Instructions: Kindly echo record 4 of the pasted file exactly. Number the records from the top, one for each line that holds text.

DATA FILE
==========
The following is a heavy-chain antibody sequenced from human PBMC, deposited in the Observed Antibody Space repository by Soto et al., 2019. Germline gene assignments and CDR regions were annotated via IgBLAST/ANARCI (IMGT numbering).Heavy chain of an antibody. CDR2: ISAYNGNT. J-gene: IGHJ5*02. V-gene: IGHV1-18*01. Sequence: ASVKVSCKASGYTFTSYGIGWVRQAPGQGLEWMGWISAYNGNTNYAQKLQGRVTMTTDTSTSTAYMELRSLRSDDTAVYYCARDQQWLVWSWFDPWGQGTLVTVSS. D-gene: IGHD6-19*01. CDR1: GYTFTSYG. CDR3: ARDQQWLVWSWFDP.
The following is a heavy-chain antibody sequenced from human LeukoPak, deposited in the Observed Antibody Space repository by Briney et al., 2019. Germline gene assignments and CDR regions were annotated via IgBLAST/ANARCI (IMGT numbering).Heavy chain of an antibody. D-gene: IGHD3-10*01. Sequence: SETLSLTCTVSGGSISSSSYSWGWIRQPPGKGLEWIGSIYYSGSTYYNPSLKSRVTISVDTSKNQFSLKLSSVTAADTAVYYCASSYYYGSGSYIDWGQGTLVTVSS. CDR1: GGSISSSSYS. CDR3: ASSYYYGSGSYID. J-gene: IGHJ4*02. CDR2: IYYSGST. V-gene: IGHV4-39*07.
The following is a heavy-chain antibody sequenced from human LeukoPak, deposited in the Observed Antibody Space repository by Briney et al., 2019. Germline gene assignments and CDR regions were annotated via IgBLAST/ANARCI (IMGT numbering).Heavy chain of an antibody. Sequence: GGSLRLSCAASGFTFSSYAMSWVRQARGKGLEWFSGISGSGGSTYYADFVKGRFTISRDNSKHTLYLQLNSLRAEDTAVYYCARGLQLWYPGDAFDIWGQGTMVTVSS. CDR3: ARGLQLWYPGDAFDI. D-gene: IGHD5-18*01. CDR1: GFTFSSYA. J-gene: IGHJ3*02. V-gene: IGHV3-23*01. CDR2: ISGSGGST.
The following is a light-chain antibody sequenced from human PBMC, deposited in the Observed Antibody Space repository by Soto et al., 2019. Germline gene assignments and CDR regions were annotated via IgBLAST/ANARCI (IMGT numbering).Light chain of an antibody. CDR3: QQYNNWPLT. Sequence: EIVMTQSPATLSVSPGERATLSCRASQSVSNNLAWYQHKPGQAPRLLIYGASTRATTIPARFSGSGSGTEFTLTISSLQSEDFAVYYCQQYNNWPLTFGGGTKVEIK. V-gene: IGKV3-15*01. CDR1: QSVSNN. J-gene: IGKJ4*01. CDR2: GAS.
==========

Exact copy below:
The following is a light-chain antibody sequenced from human PBMC, deposited in the Observed Antibody Space repository by Soto et al., 2019. Germline gene assignments and CDR regions were annotated via IgBLAST/ANARCI (IMGT numbering).Light chain of an antibody. CDR3: QQYNNWPLT. Sequence: EIVMTQSPATLSVSPGERATLSCRASQSVSNNLAWYQHKPGQAPRLLIYGASTRATTIPARFSGSGSGTEFTLTISSLQSEDFAVYYCQQYNNWPLTFGGGTKVEIK. V-gene: IGKV3-15*01. CDR1: QSVSNN. J-gene: IGKJ4*01. CDR2: GAS.